Contrast between Religious and Philosophical Worldviews
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There are numerous similarities between how religion and philosophy view the world. For instance, both areas of study deal with the nature of morality, the definition of ‘good’ and what it means to live a ‘good life’. Due to these numerous similarities, it is safe for one to say that religion can be philosophy (although not necessarily so) and philosophy can also be religious (again, not necessarily so). However, besides these numerous similarities between how philosophy and religion view the world, there are even more differences between the two. These differences are the subject of this article.
The first of these differences between how philosophy and religion view the world is in the rituals that are involved. In a nutshell, religion has rituals while philosophy does not have any of these. In Catholicism, rituals such as Mass and taking the sacrament are necessary. In Islam, taking ablution before observing the five daily prayers is mandatory. In Judaism, there are ceremonies to be observed such as Bar Mitzvah and Hanukah. However, in philosophy, there are absolutely no rituals. One needs not take of his or her shoes to study the works of Renes Descartes. A teacher in philosophy needs not to utter some words prior to teaching his or her students about John Stuart Mill.
The second difference is perhaps the most important difference between the two thoughts. This difference is in reasoning. Religion relies on reasoning to a lesser extent than philosophy does. Most of the world’s religions rely on faith more than they do on reason. There are some things in religion that may seem ‘unreasonable’ to a neutral observer. For instance, the very foundation of religion – the existence of a supernatural deity, can be termed ‘unreasonable’. In major religions such as Christianity, Islam and Judaism, this deity, God, is usually invisible. Some supernatural abilities are attributed to him such as the power to see everything (all seeing) and know everything (omnipotent).
To a philosopher, these views are unreasonable and can be termed unacceptable. The first question a philosopher may ask himself or herself about religion is, “How can one worship that which he has never laid eyes on?” Philosophy relies on empirical evidence, reasoning and arriving on conclusions this way, much like science does. This is where the clash between religion and philosophy arises. Many religions rely on faith without necessarily reasoning, like the existence of a hereafter and life after death. These are things that no one has experienced before and no test can be performed to determine their validity. It is for this reason that most of the world’s famous philosophers were atheists. This long list of atheist philosophers includes people like Karl Marx, Democritus, Bertrand Russell, Friedrich Nietzsche and Alexandr Zinvovyev among many others.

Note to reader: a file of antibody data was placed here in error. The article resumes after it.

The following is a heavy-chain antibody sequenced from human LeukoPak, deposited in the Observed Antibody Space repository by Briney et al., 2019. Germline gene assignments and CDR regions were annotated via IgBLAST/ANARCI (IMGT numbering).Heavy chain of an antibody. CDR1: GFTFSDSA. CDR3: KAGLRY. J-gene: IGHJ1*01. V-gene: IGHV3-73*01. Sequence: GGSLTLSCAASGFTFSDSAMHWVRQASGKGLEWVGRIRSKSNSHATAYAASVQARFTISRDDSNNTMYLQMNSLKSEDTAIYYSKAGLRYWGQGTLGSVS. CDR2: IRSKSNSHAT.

Another important difference between religion and philosophy is in miracles. Religions usually base some of their arguments on events and happenings that are out of the ordinary, events that cannot be explained scientifically. For instance, religion views the world as having started from absolutely nothing. Many religions claim that the world was started by the mere will of a deity. This is a claim that philosophy refutes. Philosophers do not believe in such things as virgin births and making the lame walk again, religious miracles such as dividing the water of the red sea and turning water into wine are not acceptable.
Even though religious views of the world and philosophical views of the world are different, they are not entirely independent. There are many similarities between the two as discussed in the first paragraph. There is such a thing in theory as ‘the God of the gaps’. This is a theory used by religious people to refute many philosophical claims about the non existence of a deity. The God of the gaps is described as the link between what philosophers and scientists cannot explain i.e. the gaps. For instance, philosophers claim that there is no such thing as God since he cannot be seen by the naked eye nor can his voice be heard by the ear. However, these same philosophers cannot explain what gives the human brain the power to reason and even though they believe in evolution, they cannot explain how the big bang started. These gaps are used by religious parties to advocate the existence of a supernatural being controlling such events.
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